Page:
On Wednesday, at his farewell press conference, President Barack Obama warned that unilateral actions can be “explosive,” in apparent reference to Trump’s talk of moving the embassy.
Throughout the presidential campaign, Trump repeatedly vowed he would relocate the US Embassy from Tel Aviv to Jerusalem.
He declared at the AIPAC conference in March he would “move the American embassy to the eternal capital of the Jewish people, Jerusalem.” However, following his election on November 8, Trump foreign policy adviser Walid Phares appeared to walk back the pledge to relocate the embassy.
“Many presidents of the United States have committed to do that, and he said as well that he will do that, but he will do it under consensus,” Phares said, causing some confusion.
But the average poll has a sample size of 1,000 adults.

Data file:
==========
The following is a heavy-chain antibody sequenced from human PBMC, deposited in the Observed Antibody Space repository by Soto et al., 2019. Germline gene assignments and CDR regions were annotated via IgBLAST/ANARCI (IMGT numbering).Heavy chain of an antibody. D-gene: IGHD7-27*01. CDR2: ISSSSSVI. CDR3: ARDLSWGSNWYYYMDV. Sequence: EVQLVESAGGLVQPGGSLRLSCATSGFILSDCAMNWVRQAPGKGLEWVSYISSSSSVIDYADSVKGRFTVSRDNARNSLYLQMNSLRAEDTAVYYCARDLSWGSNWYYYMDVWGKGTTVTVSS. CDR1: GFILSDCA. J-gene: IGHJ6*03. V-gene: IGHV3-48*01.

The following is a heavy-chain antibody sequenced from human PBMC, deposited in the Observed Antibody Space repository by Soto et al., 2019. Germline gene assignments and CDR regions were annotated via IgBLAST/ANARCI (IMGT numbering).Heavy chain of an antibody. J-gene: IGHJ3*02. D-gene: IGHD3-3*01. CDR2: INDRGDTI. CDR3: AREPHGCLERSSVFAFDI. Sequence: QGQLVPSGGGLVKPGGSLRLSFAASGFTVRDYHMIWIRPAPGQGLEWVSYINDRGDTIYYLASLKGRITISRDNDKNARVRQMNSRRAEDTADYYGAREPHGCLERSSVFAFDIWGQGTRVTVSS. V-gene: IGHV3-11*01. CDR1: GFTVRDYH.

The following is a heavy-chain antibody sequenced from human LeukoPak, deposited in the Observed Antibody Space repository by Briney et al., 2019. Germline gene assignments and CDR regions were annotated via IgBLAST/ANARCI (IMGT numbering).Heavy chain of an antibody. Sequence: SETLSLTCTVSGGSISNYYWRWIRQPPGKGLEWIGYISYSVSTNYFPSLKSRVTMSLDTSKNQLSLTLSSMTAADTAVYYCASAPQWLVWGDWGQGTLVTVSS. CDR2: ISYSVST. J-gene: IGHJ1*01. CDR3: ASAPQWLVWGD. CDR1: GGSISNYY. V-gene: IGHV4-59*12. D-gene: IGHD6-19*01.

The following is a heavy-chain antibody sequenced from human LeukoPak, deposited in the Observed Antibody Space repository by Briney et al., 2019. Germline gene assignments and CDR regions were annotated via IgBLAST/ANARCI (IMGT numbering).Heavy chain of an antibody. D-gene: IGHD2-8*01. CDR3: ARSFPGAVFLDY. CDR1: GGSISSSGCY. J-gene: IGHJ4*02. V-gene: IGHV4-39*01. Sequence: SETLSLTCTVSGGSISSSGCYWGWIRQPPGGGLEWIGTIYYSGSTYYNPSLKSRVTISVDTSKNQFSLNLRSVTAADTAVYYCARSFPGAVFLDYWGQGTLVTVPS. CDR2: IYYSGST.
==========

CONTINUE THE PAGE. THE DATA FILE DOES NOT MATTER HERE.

When it was pointed out that Vote Leave emblazoned the £350 million claim onto the side of a tour bus and drove it around the country, Mr Farage said: “It wasn’t one of my adverts – I can assure you! “We have a £10 billion, £34 million a day featherbed, that is going to be free money that we can spend on the NHS, on schools, on whatever it is." Mr Farage has been more closely associated with the Leave.Speaking on the morning of the referendum result he however said he had never made any such pledge.“No I can’t [guarantee it], and I would never have made that claim.Asked if he would go through with his pledge, he said, “Well, I don’t want to comment on that, again, but we’ll see what happens.” Trump would not be the first incoming US president to have promised to move the embassy, only to walk back his promise once in office.Ahead of the 1992 US presidential election, Bill Clinton pledged to transfer the embassy.
EU campaign than Vote Leave, which was the official Brexit campaign.